January 25, 1862
On this day, the English naturalist, geologist, and biologist Charles Darwin received a box of Orchids.
Now after sorting through all of the flowers, one Orchid, in particular, caught Charles' attention: the Angraecum sesquipedale ("ang-GRAY-kum ses-kwah-puh-doll-lee"), commonly called Darwin's Orchid, the Christmas Orchid, the Star of Bethlehem Orchid, or the King of the Angraecums.
An epiphyte (meaning a plant that grows on other plants), the Darwin Orchid, was initially discovered by the French botanist Louis-Marie Aubert du Petit-Thouars in 1798.
When Charles first laid eyes on this Orchid, he suspected that a then-unknown moth with an almost 14-inch long proboscis must have co-evolved with the Orchid to pollinate it. Many people scoffed at this - a moth with a 14-inch tongue?!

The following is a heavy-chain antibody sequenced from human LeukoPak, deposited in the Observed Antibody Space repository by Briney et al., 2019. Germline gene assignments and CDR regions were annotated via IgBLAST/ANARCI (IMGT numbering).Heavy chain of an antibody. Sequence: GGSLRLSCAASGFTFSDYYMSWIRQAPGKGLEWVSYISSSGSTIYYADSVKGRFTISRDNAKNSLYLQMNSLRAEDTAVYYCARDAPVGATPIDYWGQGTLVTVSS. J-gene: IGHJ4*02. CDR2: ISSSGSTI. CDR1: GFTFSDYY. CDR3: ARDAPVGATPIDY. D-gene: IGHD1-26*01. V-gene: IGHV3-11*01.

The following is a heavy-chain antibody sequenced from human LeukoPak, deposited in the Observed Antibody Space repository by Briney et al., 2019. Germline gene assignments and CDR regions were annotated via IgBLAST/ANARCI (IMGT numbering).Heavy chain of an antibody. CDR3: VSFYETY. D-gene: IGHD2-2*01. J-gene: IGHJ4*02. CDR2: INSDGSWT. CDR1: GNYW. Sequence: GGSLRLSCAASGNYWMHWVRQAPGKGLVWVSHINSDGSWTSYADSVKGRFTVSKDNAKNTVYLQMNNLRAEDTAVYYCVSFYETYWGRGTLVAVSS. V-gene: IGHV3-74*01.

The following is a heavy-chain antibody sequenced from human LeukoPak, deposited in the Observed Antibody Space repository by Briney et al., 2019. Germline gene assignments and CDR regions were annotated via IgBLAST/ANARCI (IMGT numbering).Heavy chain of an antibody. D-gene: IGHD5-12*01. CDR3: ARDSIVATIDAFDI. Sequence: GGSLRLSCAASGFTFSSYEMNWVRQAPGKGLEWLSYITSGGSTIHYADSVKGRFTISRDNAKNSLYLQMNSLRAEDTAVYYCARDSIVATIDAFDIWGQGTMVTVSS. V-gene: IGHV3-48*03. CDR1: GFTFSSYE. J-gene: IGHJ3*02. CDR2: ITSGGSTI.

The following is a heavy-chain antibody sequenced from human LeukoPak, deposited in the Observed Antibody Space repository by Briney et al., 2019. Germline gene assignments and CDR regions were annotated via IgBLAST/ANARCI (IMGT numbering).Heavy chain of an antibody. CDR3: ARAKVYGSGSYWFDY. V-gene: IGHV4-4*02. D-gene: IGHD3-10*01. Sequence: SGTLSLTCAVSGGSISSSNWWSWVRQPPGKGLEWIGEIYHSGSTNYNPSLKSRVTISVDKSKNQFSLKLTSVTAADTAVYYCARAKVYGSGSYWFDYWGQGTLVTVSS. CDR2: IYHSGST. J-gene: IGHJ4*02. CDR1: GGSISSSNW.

Sadly, Charles didn't live long enough to see his prediction come true. It wasn’t until 21 years after his death, in 1903, that a moth was discovered with a proboscis that could perfectly reach the 13.5-inch nectary, and Charles’s prediction was proved to be correct.
Once the moth was officially discovered it was named predicata for "the predicted one"
Incredibly, it took nine more decades for scientists to observe the moth pollinating the orchid.
In 1992, a German entomologist named Lutz Thilo Wasserthal traveled to Madagascar, where he captured two moths.
After placing the moths in a cage with the orchid, Lutz photographed them pollinating the flower - and it happened just as Charles Darwin imagined it would, after receiving the orchid on this day, over a century earlier.